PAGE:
In a further preferred embodiment the outer layer comprises an air-permeable woven fabric. As a result of this the sandwich panel according to the invention is in a position to provide high-grade surfaces. The air permeability supports an optimum effect of the resonator or absorber arranged behind. The use of woven fabric is associated with an advantage in that all the layers with different flow resistance are more easily available, in other words adapting and matching the absorption characteristics is possible easily and cost-effectively. Of course, the panel can be washable for use on surfaces that are subject to particular wear, for example in the door region or the aisle region. To this effect the fabric has to be furnished accordingly, or a corresponding washable fabric is to be provided.

Preferably, the cover layer perforation pattern comprises a distance between holes that is shorter than the opening width of the honeycomb-like core structure so that for each honeycomb volume at least one perforation aperture, preferably several perforation apertures, is/are available.

In a particularly preferred embodiment the perforated layer is designed so as to be multi-layered, comprising a first layer that determines the strength, and a perforated film or foil as the second layer. Firstly, this is associated with more precise and simpler production of the perforation because the latter is significantly easier to achieve in a (thinner) film or foil than in a (thicker) supporting layer. Secondly, with a small perforation diameter the thinner film or foil also results in a smaller air volume within the aperture, in other words the mass of the air plug in the region of the perforation aperture is smaller, which in general corresponds to the design rule in the case of shallow design depths according to the selection of a small acoustic mass. A film or foil is particularly suitable for microperforated cover layers which are perforated surfaces with hole diameters less than 1 mm and a percentile of perforated surface of less than 1%. Depending on the design of the holes in conjunction with the volume behind the surface, these surfaces absorb the impinging sound in different frequency ranges as a result of a resonance effect and the damping inherent in the perforation. The design, also referred to as microperforation, provides a comparatively broad bandwidth absorption spectrum, which is particularly suitable for use in an aircraft because the sound to be damped in this application can comprise a large spectral frequency distribution. Microperforation is also suitable for aircraft use in that it does not take up any space nor does it involve any additional weight. The option of using pre-perforated semi-finished products provides a further advantage.

Preferably, the first layer is a grid-like or lattice prepreg as commonly used in aircraft cabin construction in order to be able to realise the construction with the lightest possible weight.

Further preferred is an embodiment in which the hollow spaces of the core layer differ in height so that by different volumes it can form different resonators, i.e. regions that have different absorption effects.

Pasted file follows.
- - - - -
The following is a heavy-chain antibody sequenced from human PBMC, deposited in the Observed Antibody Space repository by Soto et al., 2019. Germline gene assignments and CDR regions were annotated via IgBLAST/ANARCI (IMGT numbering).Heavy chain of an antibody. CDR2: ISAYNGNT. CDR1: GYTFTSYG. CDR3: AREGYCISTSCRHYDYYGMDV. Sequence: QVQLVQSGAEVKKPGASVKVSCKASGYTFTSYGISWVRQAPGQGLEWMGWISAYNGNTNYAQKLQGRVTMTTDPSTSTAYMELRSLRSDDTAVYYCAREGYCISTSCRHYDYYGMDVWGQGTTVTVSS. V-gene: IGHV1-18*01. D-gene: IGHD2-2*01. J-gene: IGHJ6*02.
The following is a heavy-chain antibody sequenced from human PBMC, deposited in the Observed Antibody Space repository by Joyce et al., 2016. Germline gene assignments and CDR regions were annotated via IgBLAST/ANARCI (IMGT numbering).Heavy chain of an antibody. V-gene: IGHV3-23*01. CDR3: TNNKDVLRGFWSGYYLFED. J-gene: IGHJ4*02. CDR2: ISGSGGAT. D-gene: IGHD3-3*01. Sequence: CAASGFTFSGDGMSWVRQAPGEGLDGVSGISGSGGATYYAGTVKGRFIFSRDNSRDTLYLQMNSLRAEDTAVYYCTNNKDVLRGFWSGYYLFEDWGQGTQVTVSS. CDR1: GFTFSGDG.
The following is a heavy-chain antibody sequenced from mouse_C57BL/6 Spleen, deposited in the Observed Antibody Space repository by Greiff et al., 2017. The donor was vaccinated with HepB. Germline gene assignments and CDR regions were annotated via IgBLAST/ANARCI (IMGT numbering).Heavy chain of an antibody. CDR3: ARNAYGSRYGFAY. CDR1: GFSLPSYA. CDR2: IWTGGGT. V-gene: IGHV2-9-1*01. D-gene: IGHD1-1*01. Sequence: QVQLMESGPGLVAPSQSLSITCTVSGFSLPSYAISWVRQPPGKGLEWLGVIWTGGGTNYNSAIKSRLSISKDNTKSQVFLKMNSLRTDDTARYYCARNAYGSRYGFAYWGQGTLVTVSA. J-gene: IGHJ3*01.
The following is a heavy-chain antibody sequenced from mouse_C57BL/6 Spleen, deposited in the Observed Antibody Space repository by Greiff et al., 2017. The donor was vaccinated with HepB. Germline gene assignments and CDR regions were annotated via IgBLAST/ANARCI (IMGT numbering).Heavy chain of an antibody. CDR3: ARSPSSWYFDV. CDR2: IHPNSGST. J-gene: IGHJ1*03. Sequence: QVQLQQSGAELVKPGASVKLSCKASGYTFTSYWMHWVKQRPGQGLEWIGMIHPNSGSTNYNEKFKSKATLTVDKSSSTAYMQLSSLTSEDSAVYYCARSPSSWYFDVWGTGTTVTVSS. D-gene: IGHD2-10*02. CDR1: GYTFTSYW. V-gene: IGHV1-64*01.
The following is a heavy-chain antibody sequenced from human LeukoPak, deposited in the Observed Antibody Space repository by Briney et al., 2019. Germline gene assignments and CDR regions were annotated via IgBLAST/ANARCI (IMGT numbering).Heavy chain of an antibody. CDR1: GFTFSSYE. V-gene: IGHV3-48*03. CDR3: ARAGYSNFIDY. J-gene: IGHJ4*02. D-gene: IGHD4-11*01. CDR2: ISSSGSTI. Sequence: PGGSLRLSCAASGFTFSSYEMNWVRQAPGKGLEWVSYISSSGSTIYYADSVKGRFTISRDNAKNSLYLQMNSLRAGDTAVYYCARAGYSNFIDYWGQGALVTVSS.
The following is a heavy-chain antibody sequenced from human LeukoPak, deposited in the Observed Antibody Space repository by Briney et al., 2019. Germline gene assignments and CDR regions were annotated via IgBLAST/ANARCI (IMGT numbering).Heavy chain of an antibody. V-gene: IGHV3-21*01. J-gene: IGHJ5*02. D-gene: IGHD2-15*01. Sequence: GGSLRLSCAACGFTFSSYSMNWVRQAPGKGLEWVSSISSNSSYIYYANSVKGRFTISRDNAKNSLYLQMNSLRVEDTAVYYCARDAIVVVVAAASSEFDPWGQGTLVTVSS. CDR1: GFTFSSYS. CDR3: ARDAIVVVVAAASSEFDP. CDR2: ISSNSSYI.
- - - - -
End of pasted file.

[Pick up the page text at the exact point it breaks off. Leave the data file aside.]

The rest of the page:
Preferred is an embodiment in which the first cover layer is designed so as to be closed. In this way the sound-absorbent sandwich panels according to the invention can in principle be used as finishing wall elements which do not require a separate cover for the back.

Preferably, the first cover layer is also designed so as to be acoustically transparent in order to be able to carry out additional sound reduction measures on the side facing away from the room, e.g. to achieve absorption in the broadest possible bandwidth with the application of sound-absorbent materials. To this effect a further preferred embodiment provides for a porous sound absorber on the outside of the first cover layer. The first cover layer, i.e. the face pointing away from the cabin, can, for example, comprise a lattice prepreg.

Preferred is an embodiment in which further layers are provided between the first cover layer and the second cover layer. In this way the constructive characteristics such as resistance to warping or deflection can be improved. By the further layers it is also possible to improve the acoustic characteristics.

In order to still further improve the sound insulation characteristics, in one embodiment at least some of the hollow spaces of the core layer are filled with a porous sound-absorbent material. This is also used to achieve absorption in the broadest possible bandwidth. This is expedient in particularly critical regions such as the aisle region or in first class.

In a particularly preferred embodiment the cell walls are perforated so that they are acoustically transparent in the direction parallel to the cover layers so as to allow the best possible utilisation of the adjacent hollow honeycomb spaces. This is advantageous in a perforation geometry that comprises a distance between holes, which distance exceeds the opening width of the cells of the core layer. In this arrangement the cell walls are to be designed such that they allow unhindered passage of sound between the cells. As a result of this a larger hollow space volume is available for sound absorption because the individual honeycomb cells communicate with each other by way of the apertures in the cell walls. As a result of enlarging the hollow space volume for each aperture of the perforation the resonance frequency is displaced to lower frequencies, i.e. to the range that is of particular interest in relation to absorption in the cabin. With a given thickness of the panel, the distance between the openings determines the hollow space volume. Perforation is at the same time also associated with reduced weight, which is always advantageous in aircraft engineering.